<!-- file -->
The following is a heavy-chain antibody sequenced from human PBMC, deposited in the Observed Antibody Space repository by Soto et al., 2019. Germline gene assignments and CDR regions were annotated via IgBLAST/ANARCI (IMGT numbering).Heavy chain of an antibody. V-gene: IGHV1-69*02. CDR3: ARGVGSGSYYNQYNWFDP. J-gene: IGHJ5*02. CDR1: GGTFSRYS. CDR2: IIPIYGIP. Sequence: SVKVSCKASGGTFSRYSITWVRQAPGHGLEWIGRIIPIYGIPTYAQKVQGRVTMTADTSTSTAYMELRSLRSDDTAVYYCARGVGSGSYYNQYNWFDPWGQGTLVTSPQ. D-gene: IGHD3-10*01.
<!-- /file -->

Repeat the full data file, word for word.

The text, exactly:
The following is a heavy-chain antibody sequenced from human PBMC, deposited in the Observed Antibody Space repository by Soto et al., 2019. Germline gene assignments and CDR regions were annotated via IgBLAST/ANARCI (IMGT numbering).Heavy chain of an antibody. V-gene: IGHV1-69*02. CDR3: ARGVGSGSYYNQYNWFDP. J-gene: IGHJ5*02. CDR1: GGTFSRYS. CDR2: IIPIYGIP. Sequence: SVKVSCKASGGTFSRYSITWVRQAPGHGLEWIGRIIPIYGIPTYAQKVQGRVTMTADTSTSTAYMELRSLRSDDTAVYYCARGVGSGSYYNQYNWFDPWGQGTLVTSPQ. D-gene: IGHD3-10*01.